Treatments curb future uptick in macular degeneration

By Sheryl Kay • Published: July 15th, 2009
Category: Health in a Heartbeat

Old age coming into view? Don’t forget to keep an eye on your vision.

By the year 2050 almost eighteen million people will suffer from age-related macular degeneration. The condition results in blurred vision as the macula, an area of the retina, begins to deteriorate. Today, only half that many suffer from A-M-D.

The forecast is spotlighted in a recent issue of the Archives of Ophthalmology. Using existing data, scientists estimated the number of people in every stage of the disease, breaking it down by age, gender and race or ethnicity. They then predicted the number of people likely to develop it, looking at five treatment scenarios ranging from no treatment at all to vitamins and minerals combined with laser therapies for those with later stages of A-M-D.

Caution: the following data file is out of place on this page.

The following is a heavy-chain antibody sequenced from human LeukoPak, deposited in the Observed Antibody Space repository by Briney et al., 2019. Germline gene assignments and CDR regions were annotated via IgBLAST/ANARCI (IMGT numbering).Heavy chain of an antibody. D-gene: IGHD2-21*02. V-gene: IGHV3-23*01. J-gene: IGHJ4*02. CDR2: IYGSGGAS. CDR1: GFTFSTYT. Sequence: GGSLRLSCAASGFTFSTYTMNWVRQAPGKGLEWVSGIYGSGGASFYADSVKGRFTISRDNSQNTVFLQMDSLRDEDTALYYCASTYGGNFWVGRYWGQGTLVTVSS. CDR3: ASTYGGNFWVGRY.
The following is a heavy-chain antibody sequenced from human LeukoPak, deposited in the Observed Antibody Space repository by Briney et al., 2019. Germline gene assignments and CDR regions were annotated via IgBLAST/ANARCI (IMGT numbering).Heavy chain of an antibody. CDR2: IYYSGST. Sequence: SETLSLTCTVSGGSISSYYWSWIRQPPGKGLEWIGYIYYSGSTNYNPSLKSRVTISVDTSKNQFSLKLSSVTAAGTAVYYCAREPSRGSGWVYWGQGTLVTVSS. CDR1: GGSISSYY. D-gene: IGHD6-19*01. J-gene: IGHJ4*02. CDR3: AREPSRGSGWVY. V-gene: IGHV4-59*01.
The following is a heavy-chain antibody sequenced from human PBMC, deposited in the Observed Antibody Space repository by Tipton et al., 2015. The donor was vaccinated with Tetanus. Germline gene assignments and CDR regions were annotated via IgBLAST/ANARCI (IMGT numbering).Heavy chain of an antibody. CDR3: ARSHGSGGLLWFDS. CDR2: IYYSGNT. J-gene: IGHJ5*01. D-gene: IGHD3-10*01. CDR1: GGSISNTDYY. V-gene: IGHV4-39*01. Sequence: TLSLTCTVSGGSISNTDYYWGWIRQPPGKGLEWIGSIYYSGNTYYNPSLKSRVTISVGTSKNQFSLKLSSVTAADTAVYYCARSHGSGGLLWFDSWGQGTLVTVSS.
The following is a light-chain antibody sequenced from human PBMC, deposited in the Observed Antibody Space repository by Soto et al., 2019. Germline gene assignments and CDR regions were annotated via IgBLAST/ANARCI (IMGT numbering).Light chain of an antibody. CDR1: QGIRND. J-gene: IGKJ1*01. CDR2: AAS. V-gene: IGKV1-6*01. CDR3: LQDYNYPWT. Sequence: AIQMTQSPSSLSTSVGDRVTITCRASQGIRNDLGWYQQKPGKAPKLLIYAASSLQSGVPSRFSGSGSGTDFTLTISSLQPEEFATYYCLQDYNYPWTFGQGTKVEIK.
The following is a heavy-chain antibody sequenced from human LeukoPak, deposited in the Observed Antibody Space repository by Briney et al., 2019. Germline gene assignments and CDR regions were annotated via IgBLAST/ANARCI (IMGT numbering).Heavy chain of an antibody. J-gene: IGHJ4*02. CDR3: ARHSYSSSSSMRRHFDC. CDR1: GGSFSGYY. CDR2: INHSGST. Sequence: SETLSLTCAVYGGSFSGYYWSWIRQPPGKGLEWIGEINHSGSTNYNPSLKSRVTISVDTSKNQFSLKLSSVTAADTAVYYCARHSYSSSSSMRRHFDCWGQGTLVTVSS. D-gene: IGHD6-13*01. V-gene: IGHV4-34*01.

While the projected doubling of cases seems dramatic, researchers noted an aging American population could easily explain the striking increase.

The good news? Newly discovered preventive therapies and treatments for A-M-D are far superior to past remedies. And because existing medical treatments can reduce the most serious consequences of the disease by as much as thirty-five percent, researchers estimate that by the year 2050, more than half-a-million people with the condition will be able to avoid significant vision impairment and blindness.

How else can you keep your eyes in tip-top shape? Exercising and not smoking aren’t just good for your heart… experts say a healthy lifestyle is good for eyesight, too.